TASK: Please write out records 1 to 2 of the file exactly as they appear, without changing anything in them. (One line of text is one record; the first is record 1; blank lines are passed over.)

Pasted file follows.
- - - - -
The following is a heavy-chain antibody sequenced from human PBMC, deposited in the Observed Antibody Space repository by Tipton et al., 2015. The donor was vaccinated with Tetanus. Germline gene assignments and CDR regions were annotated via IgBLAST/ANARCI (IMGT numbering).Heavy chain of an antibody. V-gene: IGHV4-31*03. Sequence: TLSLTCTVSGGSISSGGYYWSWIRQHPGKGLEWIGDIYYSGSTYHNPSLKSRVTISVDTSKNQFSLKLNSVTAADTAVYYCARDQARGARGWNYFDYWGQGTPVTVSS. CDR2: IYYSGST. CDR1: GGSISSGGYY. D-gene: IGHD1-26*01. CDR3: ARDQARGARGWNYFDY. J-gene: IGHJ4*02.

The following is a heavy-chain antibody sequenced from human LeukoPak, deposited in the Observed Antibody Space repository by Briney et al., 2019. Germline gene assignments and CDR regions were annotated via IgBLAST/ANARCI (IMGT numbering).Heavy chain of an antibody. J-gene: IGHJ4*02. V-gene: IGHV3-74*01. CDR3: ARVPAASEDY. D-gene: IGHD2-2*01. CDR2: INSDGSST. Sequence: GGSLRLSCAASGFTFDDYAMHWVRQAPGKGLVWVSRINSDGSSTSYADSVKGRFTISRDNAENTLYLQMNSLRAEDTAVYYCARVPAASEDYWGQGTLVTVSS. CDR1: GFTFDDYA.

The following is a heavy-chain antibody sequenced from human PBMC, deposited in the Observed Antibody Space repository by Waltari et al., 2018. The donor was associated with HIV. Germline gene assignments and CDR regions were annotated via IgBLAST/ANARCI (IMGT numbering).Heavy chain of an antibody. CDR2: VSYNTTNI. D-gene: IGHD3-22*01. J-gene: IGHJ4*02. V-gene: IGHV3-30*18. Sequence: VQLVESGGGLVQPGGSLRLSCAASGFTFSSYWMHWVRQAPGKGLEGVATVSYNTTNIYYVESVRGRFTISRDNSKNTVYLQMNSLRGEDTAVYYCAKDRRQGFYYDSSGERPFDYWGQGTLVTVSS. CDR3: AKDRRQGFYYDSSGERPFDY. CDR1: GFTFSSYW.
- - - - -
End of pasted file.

The following is a heavy-chain antibody sequenced from human PBMC, deposited in the Observed Antibody Space repository by Tipton et al., 2015. The donor was vaccinated with Tetanus. Germline gene assignments and CDR regions were annotated via IgBLAST/ANARCI (IMGT numbering).Heavy chain of an antibody. V-gene: IGHV4-31*03. Sequence: TLSLTCTVSGGSISSGGYYWSWIRQHPGKGLEWIGDIYYSGSTYHNPSLKSRVTISVDTSKNQFSLKLNSVTAADTAVYYCARDQARGARGWNYFDYWGQGTPVTVSS. CDR2: IYYSGST. CDR1: GGSISSGGYY. D-gene: IGHD1-26*01. CDR3: ARDQARGARGWNYFDY. J-gene: IGHJ4*02.

The following is a heavy-chain antibody sequenced from human LeukoPak, deposited in the Observed Antibody Space repository by Briney et al., 2019. Germline gene assignments and CDR regions were annotated via IgBLAST/ANARCI (IMGT numbering).Heavy chain of an antibody. J-gene: IGHJ4*02. V-gene: IGHV3-74*01. CDR3: ARVPAASEDY. D-gene: IGHD2-2*01. CDR2: INSDGSST. Sequence: GGSLRLSCAASGFTFDDYAMHWVRQAPGKGLVWVSRINSDGSSTSYADSVKGRFTISRDNAENTLYLQMNSLRAEDTAVYYCARVPAASEDYWGQGTLVTVSS. CDR1: GFTFDDYA.